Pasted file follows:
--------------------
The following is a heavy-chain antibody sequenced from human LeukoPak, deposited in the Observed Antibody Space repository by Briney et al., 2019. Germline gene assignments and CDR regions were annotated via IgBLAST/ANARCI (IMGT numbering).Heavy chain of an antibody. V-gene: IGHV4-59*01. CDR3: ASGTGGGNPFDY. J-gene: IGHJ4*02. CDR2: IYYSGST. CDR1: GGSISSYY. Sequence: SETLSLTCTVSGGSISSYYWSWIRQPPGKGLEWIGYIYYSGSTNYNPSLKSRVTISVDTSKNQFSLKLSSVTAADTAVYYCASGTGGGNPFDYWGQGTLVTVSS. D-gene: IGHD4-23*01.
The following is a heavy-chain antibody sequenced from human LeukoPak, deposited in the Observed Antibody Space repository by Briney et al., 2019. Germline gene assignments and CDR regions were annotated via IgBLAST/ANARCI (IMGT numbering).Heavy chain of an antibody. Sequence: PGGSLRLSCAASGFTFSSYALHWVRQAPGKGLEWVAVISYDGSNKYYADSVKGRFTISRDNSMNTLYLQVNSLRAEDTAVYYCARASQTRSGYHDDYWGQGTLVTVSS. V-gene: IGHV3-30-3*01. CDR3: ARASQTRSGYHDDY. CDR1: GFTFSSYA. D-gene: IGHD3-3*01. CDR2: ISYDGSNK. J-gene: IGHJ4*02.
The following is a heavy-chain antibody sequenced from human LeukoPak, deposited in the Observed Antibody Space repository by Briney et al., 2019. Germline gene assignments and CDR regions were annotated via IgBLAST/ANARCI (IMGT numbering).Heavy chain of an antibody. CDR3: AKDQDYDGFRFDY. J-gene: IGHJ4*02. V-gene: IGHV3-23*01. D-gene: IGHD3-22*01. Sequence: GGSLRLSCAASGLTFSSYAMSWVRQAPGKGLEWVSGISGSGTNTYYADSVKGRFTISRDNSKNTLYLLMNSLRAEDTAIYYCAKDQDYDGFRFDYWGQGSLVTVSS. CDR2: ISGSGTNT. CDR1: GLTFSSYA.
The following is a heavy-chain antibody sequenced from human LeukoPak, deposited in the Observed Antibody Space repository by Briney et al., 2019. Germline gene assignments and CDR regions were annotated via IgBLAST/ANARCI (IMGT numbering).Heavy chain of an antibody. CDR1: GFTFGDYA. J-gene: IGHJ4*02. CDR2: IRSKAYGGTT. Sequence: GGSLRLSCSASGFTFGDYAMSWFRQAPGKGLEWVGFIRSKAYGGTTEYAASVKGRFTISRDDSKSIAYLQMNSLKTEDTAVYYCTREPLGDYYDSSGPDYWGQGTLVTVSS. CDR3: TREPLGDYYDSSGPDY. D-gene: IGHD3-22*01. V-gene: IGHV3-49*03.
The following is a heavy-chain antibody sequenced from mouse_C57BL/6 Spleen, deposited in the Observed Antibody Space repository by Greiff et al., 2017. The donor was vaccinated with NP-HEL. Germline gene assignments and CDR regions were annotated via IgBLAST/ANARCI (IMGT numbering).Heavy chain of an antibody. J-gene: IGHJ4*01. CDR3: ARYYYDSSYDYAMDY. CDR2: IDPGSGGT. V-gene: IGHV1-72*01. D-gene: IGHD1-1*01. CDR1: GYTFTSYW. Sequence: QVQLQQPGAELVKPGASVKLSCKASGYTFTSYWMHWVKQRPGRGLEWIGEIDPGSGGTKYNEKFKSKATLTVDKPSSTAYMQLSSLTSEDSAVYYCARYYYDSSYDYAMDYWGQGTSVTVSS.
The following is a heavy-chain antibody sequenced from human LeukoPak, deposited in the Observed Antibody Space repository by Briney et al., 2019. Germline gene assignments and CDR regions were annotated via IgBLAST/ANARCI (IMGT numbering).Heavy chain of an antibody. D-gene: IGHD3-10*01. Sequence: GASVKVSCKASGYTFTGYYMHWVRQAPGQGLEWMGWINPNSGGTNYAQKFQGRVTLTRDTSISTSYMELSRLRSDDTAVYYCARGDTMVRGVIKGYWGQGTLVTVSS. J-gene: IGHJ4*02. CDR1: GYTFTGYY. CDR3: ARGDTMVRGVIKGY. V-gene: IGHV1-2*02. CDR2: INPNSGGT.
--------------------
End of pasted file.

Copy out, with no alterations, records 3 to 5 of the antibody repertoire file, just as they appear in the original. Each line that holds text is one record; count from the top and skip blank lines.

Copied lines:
The following is a heavy-chain antibody sequenced from human LeukoPak, deposited in the Observed Antibody Space repository by Briney et al., 2019. Germline gene assignments and CDR regions were annotated via IgBLAST/ANARCI (IMGT numbering).Heavy chain of an antibody. CDR3: AKDQDYDGFRFDY. J-gene: IGHJ4*02. V-gene: IGHV3-23*01. D-gene: IGHD3-22*01. Sequence: GGSLRLSCAASGLTFSSYAMSWVRQAPGKGLEWVSGISGSGTNTYYADSVKGRFTISRDNSKNTLYLLMNSLRAEDTAIYYCAKDQDYDGFRFDYWGQGSLVTVSS. CDR2: ISGSGTNT. CDR1: GLTFSSYA.
The following is a heavy-chain antibody sequenced from human LeukoPak, deposited in the Observed Antibody Space repository by Briney et al., 2019. Germline gene assignments and CDR regions were annotated via IgBLAST/ANARCI (IMGT numbering).Heavy chain of an antibody. CDR1: GFTFGDYA. J-gene: IGHJ4*02. CDR2: IRSKAYGGTT. Sequence: GGSLRLSCSASGFTFGDYAMSWFRQAPGKGLEWVGFIRSKAYGGTTEYAASVKGRFTISRDDSKSIAYLQMNSLKTEDTAVYYCTREPLGDYYDSSGPDYWGQGTLVTVSS. CDR3: TREPLGDYYDSSGPDY. D-gene: IGHD3-22*01. V-gene: IGHV3-49*03.
The following is a heavy-chain antibody sequenced from mouse_C57BL/6 Spleen, deposited in the Observed Antibody Space repository by Greiff et al., 2017. The donor was vaccinated with NP-HEL. Germline gene assignments and CDR regions were annotated via IgBLAST/ANARCI (IMGT numbering).Heavy chain of an antibody. J-gene: IGHJ4*01. CDR3: ARYYYDSSYDYAMDY. CDR2: IDPGSGGT. V-gene: IGHV1-72*01. D-gene: IGHD1-1*01. CDR1: GYTFTSYW. Sequence: QVQLQQPGAELVKPGASVKLSCKASGYTFTSYWMHWVKQRPGRGLEWIGEIDPGSGGTKYNEKFKSKATLTVDKPSSTAYMQLSSLTSEDSAVYYCARYYYDSSYDYAMDYWGQGTSVTVSS.